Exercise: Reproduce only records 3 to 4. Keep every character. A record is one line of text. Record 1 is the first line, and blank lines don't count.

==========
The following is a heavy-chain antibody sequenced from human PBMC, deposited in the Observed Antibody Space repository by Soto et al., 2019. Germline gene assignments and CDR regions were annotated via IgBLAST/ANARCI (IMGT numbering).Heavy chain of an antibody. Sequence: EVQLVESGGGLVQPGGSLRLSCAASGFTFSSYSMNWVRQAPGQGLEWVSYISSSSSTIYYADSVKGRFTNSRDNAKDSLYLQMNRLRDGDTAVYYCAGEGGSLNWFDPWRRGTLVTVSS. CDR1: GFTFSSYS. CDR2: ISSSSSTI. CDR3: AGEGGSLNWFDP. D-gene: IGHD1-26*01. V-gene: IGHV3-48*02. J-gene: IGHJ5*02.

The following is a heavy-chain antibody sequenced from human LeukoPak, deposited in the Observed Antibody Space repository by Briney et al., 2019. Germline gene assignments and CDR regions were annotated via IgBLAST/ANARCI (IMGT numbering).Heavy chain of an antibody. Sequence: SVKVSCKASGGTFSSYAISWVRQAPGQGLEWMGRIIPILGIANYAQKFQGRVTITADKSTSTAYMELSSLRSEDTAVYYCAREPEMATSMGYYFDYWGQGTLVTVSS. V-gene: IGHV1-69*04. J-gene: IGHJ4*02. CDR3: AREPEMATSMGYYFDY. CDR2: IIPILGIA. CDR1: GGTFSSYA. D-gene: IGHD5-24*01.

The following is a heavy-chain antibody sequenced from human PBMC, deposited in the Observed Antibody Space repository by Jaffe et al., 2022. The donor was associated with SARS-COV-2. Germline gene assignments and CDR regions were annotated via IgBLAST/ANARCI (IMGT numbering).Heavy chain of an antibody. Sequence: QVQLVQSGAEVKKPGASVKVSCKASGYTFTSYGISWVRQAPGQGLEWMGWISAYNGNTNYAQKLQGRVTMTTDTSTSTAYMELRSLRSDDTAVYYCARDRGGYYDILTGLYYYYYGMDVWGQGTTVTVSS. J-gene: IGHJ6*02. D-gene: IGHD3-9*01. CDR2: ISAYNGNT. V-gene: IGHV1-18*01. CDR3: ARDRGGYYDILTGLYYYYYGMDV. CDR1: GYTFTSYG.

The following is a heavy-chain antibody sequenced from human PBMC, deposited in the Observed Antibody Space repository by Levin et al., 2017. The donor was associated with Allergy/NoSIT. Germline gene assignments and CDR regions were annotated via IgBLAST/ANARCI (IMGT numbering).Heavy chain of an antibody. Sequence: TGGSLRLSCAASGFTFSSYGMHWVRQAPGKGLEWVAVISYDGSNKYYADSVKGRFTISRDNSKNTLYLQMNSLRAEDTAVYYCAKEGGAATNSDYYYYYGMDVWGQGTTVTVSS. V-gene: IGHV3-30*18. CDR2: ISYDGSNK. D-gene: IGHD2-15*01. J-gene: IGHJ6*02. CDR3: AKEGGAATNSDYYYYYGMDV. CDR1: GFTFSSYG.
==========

The following is a heavy-chain antibody sequenced from human PBMC, deposited in the Observed Antibody Space repository by Jaffe et al., 2022. The donor was associated with SARS-COV-2. Germline gene assignments and CDR regions were annotated via IgBLAST/ANARCI (IMGT numbering).Heavy chain of an antibody. Sequence: QVQLVQSGAEVKKPGASVKVSCKASGYTFTSYGISWVRQAPGQGLEWMGWISAYNGNTNYAQKLQGRVTMTTDTSTSTAYMELRSLRSDDTAVYYCARDRGGYYDILTGLYYYYYGMDVWGQGTTVTVSS. J-gene: IGHJ6*02. D-gene: IGHD3-9*01. CDR2: ISAYNGNT. V-gene: IGHV1-18*01. CDR3: ARDRGGYYDILTGLYYYYYGMDV. CDR1: GYTFTSYG.

The following is a heavy-chain antibody sequenced from human PBMC, deposited in the Observed Antibody Space repository by Levin et al., 2017. The donor was associated with Allergy/NoSIT. Germline gene assignments and CDR regions were annotated via IgBLAST/ANARCI (IMGT numbering).Heavy chain of an antibody. Sequence: TGGSLRLSCAASGFTFSSYGMHWVRQAPGKGLEWVAVISYDGSNKYYADSVKGRFTISRDNSKNTLYLQMNSLRAEDTAVYYCAKEGGAATNSDYYYYYGMDVWGQGTTVTVSS. V-gene: IGHV3-30*18. CDR2: ISYDGSNK. D-gene: IGHD2-15*01. J-gene: IGHJ6*02. CDR3: AKEGGAATNSDYYYYYGMDV. CDR1: GFTFSSYG.